CBI calls for decisive action from UK Government to support life sciences



The Confederation of British Industry (CBI) has called on the government to take decisive action to support the UK’s life-sciences sector.

A new report outlines numerous ways to deliver vastly improved patient outcomes, cement the UK’s reputation as a leading hub for research and pull ahead of growing international competition.

Contributing more than £70bn per year to the economy, and employing nearly a quarter of a million people across the UK, the sector plays a vital role in both driving innovation and delivering improved standards of care.  

Looking at five key drivers of competitiveness, measured against key international competitors, the CBI made recommendations for bolstering the UK’s position as a global life sciences hub. These included:

  1. Government-backing of the sector.
  2. Strength of the research and innovation framework.
  3. Access to talent.
  4. Stability and competitiveness of the taxation system.
  5. A flexible healthcare system keeping pace with changing patient needs.

Matthew Fell, chief UK policy director at the CBI, said: “The life sciences sector is already a major asset for the UK economy and society, but that doesn’t mean we can rest on our laurels.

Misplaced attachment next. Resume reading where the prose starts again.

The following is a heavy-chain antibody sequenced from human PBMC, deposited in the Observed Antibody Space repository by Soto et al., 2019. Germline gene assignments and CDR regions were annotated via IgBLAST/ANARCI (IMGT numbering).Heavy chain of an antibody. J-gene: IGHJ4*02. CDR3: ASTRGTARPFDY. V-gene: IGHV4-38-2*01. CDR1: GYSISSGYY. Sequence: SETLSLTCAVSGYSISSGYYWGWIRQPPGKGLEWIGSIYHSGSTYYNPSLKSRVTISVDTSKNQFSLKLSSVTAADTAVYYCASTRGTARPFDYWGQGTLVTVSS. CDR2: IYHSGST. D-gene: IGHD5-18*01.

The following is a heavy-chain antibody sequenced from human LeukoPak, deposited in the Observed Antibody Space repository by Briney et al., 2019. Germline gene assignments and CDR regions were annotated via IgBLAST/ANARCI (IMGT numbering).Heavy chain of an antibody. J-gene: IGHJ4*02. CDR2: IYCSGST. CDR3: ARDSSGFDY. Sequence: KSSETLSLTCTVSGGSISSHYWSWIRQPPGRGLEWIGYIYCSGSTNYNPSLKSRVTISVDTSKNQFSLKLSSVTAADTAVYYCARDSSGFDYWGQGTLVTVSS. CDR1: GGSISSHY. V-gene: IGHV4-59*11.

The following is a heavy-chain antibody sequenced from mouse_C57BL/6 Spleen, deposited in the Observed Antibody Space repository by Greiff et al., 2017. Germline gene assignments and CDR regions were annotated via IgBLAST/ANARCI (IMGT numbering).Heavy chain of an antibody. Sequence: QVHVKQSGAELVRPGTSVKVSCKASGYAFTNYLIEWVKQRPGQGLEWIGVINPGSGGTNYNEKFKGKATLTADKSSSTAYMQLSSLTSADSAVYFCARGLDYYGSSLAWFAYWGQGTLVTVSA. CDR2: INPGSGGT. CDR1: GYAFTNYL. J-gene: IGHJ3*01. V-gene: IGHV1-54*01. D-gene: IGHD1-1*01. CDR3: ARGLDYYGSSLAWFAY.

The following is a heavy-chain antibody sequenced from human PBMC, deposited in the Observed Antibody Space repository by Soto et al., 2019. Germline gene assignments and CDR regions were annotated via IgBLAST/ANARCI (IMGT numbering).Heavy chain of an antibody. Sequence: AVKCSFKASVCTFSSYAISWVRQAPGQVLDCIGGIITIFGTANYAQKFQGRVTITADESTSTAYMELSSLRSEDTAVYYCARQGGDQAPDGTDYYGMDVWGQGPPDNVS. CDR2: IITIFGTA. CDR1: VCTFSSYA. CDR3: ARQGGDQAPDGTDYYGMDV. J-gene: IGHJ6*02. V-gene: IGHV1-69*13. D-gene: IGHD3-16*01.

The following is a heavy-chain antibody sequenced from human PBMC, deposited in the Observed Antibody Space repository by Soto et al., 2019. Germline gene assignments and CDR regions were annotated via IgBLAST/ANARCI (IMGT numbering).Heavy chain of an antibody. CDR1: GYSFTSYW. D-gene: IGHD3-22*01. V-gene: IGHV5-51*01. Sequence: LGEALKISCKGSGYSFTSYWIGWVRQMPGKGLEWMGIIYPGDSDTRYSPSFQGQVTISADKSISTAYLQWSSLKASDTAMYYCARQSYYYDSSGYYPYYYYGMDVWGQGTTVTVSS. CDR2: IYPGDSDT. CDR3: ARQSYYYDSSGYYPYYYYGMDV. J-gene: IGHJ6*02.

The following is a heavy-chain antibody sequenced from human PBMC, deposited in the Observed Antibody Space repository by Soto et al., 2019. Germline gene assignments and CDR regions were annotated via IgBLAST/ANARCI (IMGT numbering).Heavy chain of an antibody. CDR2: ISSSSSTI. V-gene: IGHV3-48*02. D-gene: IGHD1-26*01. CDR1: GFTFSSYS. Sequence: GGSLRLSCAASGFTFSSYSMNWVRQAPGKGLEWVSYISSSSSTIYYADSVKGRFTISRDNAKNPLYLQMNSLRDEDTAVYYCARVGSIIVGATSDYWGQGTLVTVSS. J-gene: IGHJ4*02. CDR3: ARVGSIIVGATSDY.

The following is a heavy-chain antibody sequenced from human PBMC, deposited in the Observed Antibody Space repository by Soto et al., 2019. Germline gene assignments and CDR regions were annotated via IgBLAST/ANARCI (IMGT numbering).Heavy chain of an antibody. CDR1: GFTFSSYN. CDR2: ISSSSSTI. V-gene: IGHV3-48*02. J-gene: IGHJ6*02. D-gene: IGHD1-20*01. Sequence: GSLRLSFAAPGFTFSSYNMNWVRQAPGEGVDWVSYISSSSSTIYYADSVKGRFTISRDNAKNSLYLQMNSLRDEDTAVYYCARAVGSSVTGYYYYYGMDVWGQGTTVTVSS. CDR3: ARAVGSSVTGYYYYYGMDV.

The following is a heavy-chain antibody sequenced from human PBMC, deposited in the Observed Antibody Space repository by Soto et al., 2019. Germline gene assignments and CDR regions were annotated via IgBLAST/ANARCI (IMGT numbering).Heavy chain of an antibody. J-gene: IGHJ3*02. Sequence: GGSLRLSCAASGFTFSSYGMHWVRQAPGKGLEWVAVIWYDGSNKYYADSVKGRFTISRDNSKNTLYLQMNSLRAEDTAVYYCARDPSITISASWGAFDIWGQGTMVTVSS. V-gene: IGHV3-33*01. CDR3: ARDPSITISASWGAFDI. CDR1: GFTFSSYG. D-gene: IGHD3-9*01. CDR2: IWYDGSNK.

“The race for investment and talent is fierce and other countries are desperate to usurp the UK’s leading position,” he continued, adding: “By strengthening the UK’s innovation ecosystem, ensuring government-backing for the sector and enhancing tax competitiveness we can lay the foundations for a world-class offer that is not only competitive today, but offers jobs, growth and opportunities long into the future.”

Richard Torbett, chief executive of Association of the British Pharmaceutical Industry (ABPI), said that investment in science will help beat the Coronavirus, while good-quality jobs will help the country deal with the economic fallout. 

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“Our life sciences sector provides both and has the potential to deliver so much more – implementing policies that keep us competitive today will define the next decade of UK life sciences as much as artificial intelligence or aging research will.”



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